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Asteroid 12 Victoria at opposition

Dominic Ford, Editor
From the Asteroids feed

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The sky at

Asteroid 12 Victoria will be well placed for observation, lying in the constellation Serpens Cauda, well above the horizon for much of the night.

Regardless of your location on the Earth, 12 Victoria will reach its highest point in the sky around midnight local time.

From Fairfield, it will be visible between 22:01 and 03:56. It will become accessible around 22:01, when it rises to an altitude of 22° above your south-eastern horizon. It will reach its highest point in the sky at 01:00, 35° above your southern horizon. It will become inaccessible around 03:56 when it sinks below 21° above your south-western horizon.

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The geometry of the alignment

This optimal positioning occurs when it makes its closest approach to the point in the sky directly opposite to the Sun – an event termed opposition. Since the Sun reaches its greatest distance below the horizon at midnight, the point opposite to it is highest in the sky at the same time.

At around the same time that 12 Victoria passes opposition, it also makes its closest approach to the Earth – termed its perigee – making it appear at its brightest in the night sky. This happens because when 12 Victoria lies opposite to the Sun in the night sky, the solar system is lined up so that 12 Victoria, the Earth and the Sun lie in a straight line with the Earth in the middle, on the same side of the Sun as 12 Victoria.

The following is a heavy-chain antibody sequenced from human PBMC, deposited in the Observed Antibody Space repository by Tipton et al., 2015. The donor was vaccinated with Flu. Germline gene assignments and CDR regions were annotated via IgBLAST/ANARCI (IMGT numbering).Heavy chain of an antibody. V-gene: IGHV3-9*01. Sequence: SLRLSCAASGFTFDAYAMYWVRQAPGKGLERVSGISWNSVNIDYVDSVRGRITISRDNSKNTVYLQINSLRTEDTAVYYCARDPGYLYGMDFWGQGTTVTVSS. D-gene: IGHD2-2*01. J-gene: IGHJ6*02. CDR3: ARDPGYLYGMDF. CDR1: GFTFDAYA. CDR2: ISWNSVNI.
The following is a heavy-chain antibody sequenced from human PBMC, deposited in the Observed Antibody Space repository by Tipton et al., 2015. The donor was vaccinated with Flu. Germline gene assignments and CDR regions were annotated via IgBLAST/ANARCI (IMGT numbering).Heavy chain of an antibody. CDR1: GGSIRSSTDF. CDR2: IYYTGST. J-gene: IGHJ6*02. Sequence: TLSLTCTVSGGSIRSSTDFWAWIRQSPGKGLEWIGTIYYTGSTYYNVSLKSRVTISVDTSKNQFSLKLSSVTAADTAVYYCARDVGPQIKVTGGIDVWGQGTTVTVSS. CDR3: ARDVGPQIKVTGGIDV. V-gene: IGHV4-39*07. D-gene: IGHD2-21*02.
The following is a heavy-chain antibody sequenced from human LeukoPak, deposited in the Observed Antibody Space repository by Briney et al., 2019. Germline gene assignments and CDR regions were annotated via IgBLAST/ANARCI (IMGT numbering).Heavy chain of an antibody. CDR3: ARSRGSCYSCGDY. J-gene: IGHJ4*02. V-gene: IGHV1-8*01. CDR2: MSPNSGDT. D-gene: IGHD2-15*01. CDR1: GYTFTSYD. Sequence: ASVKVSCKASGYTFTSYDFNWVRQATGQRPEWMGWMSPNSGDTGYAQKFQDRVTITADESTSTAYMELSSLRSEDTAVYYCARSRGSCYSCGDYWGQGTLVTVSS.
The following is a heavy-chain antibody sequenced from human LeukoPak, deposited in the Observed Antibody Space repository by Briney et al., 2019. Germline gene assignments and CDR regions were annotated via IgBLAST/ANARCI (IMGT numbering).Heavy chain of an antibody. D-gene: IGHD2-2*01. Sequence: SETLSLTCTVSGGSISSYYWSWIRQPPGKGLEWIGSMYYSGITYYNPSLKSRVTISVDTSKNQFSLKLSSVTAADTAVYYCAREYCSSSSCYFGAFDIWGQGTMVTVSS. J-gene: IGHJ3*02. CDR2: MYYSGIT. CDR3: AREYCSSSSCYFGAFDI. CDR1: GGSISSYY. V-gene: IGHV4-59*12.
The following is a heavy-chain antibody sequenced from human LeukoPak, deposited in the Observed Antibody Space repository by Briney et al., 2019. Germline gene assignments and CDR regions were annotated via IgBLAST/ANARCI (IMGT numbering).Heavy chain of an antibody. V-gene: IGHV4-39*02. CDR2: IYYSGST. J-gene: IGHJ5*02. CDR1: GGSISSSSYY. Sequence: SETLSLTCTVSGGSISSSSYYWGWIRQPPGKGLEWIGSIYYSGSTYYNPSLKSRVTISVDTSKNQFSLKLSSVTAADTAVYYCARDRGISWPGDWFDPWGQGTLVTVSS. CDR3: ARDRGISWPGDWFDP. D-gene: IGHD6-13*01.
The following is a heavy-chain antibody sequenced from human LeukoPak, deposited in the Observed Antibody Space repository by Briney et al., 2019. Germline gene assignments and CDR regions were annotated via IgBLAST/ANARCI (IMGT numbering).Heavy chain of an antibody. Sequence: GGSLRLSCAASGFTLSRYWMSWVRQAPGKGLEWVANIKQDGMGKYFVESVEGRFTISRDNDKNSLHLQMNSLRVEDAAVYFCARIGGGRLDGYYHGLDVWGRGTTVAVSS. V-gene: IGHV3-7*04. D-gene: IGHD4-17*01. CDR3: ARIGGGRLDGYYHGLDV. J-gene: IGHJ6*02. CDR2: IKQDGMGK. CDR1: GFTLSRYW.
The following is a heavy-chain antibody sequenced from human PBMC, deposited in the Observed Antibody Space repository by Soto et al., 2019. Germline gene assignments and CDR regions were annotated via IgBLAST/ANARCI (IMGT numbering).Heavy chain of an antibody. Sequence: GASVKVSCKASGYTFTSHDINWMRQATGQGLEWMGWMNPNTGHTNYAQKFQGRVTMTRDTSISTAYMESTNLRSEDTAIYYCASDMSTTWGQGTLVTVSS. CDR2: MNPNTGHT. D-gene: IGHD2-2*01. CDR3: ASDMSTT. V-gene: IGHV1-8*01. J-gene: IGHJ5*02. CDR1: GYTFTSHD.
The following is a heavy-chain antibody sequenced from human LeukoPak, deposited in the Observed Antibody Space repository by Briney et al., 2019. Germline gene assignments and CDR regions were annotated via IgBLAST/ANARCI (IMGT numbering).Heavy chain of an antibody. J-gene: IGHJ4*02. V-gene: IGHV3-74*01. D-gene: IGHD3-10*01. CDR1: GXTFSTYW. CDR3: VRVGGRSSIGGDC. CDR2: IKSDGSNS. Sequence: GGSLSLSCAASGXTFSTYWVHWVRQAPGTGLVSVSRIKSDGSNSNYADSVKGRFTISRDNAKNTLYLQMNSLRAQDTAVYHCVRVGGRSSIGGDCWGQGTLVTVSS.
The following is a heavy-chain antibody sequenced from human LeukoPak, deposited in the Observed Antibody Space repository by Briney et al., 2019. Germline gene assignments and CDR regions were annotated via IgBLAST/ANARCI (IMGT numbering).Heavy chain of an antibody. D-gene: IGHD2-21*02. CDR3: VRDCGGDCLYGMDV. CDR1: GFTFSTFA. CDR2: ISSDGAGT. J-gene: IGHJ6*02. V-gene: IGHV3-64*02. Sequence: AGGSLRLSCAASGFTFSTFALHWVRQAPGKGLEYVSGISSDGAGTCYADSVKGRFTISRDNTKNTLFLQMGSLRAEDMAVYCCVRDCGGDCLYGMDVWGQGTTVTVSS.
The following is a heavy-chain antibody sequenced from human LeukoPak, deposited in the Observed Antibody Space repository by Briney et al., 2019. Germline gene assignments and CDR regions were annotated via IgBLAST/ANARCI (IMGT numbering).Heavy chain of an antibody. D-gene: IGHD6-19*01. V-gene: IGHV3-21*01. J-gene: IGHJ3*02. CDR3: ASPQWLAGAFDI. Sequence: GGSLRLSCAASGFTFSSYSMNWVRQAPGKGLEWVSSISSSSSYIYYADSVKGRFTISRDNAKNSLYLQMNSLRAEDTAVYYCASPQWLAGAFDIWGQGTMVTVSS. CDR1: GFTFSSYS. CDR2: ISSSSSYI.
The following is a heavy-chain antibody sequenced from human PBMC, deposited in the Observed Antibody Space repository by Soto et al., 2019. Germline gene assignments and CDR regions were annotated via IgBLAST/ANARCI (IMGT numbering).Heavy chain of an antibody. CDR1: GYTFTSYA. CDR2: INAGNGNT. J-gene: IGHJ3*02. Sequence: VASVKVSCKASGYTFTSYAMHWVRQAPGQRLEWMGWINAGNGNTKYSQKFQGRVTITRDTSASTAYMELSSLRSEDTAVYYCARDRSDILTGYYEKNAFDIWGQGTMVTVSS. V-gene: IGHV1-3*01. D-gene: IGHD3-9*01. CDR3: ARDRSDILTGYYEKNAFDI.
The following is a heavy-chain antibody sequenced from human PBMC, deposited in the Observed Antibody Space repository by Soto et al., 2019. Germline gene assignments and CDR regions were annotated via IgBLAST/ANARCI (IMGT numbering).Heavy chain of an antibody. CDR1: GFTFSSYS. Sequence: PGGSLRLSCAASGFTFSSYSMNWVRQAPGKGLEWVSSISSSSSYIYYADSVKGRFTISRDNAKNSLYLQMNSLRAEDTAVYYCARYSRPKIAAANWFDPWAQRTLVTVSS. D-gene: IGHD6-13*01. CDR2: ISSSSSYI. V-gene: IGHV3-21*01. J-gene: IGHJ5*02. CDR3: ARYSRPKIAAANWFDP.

On this occasion, 12 Victoria will pass within 0.874 AU of us, reaching a peak brightness of magnitude 8.8. Nonetheless, even at its brightest, 12 Victoria is a faint object beyond the reach of the naked eye; binoculars or a telescope of moderate aperture are needed.

Finding 12 Victoria

The chart below indicates the path of 12 Victoria across the sky around the time of opposition.

It was produced using StarCharter and is available for download, either on dark background, in PNG, PDF or SVG formats, or on a light background, in PNG, PDF or SVG formats.

The position of 12 Victoria at the moment of opposition will be as follows:

Object Right Ascension Declination Constellation Magnitude
Asteroid 12 Victoria 17h58m20s -13°26' Serpens Cauda 8.8

The coordinates above are given in J2000.0.

The sky on 19 June 2028
Sunrise
05:19
Sunset
20:28
Twilight ends
22:36
Twilight begins
03:11

26-day old moon
Waning Crescent

10%

26 days old

Planets
Rise Culm. Set
Mercury 04:22 11:30 18:38
Venus 03:58 11:07 18:15
Moon 02:34 09:59 17:23
Mars 04:00 11:25 18:50
Jupiter 11:59 18:21 00:47
Saturn 02:39 09:25 16:10
All times shown in EDT.

Source

The circumstances of this event were computed from orbital elements made available by Ted Bowell of the Lowell Observatory. The conversion to geocentric coordinates was performed using the position of the Earth recorded in the DE405 ephemeris published by the Jet Propulsion Laboratory (JPL).

The star chart above shows the positions and magnitudes of stars as they appear in the Tycho catalogue. The data was reduced by the author and plotted using PyXPlot. A gnomonic projection of the sky has been used; celestial coordinates are indicated in the J2000.0 coordinate system.

Image credit

None available.

Fairfield

Latitude:
Longitude:
Timezone:

41.14°N
73.26°W
EST

Color scheme